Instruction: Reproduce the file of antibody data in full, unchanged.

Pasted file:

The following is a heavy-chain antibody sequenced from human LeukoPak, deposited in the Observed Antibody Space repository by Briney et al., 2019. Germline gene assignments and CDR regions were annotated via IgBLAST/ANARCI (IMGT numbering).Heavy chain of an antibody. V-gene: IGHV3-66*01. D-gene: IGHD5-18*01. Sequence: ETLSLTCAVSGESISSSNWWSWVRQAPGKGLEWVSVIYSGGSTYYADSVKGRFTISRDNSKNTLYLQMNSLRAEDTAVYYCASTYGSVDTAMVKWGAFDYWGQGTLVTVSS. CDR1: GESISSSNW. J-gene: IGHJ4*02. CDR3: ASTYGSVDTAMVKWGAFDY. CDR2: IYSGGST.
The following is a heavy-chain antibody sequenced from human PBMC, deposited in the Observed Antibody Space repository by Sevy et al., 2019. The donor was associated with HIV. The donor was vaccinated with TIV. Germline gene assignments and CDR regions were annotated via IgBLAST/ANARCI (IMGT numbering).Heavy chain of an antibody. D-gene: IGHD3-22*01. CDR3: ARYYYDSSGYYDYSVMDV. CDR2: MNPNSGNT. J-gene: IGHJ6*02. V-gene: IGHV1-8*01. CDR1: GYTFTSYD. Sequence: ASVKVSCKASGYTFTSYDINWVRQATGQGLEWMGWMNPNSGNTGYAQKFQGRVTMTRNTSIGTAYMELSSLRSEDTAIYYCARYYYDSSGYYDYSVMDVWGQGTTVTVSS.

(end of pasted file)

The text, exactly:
The following is a heavy-chain antibody sequenced from human LeukoPak, deposited in the Observed Antibody Space repository by Briney et al., 2019. Germline gene assignments and CDR regions were annotated via IgBLAST/ANARCI (IMGT numbering).Heavy chain of an antibody. V-gene: IGHV3-66*01. D-gene: IGHD5-18*01. Sequence: ETLSLTCAVSGESISSSNWWSWVRQAPGKGLEWVSVIYSGGSTYYADSVKGRFTISRDNSKNTLYLQMNSLRAEDTAVYYCASTYGSVDTAMVKWGAFDYWGQGTLVTVSS. CDR1: GESISSSNW. J-gene: IGHJ4*02. CDR3: ASTYGSVDTAMVKWGAFDY. CDR2: IYSGGST.
The following is a heavy-chain antibody sequenced from human PBMC, deposited in the Observed Antibody Space repository by Sevy et al., 2019. The donor was associated with HIV. The donor was vaccinated with TIV. Germline gene assignments and CDR regions were annotated via IgBLAST/ANARCI (IMGT numbering).Heavy chain of an antibody. D-gene: IGHD3-22*01. CDR3: ARYYYDSSGYYDYSVMDV. CDR2: MNPNSGNT. J-gene: IGHJ6*02. V-gene: IGHV1-8*01. CDR1: GYTFTSYD. Sequence: ASVKVSCKASGYTFTSYDINWVRQATGQGLEWMGWMNPNSGNTGYAQKFQGRVTMTRNTSIGTAYMELSSLRSEDTAIYYCARYYYDSSGYYDYSVMDVWGQGTTVTVSS.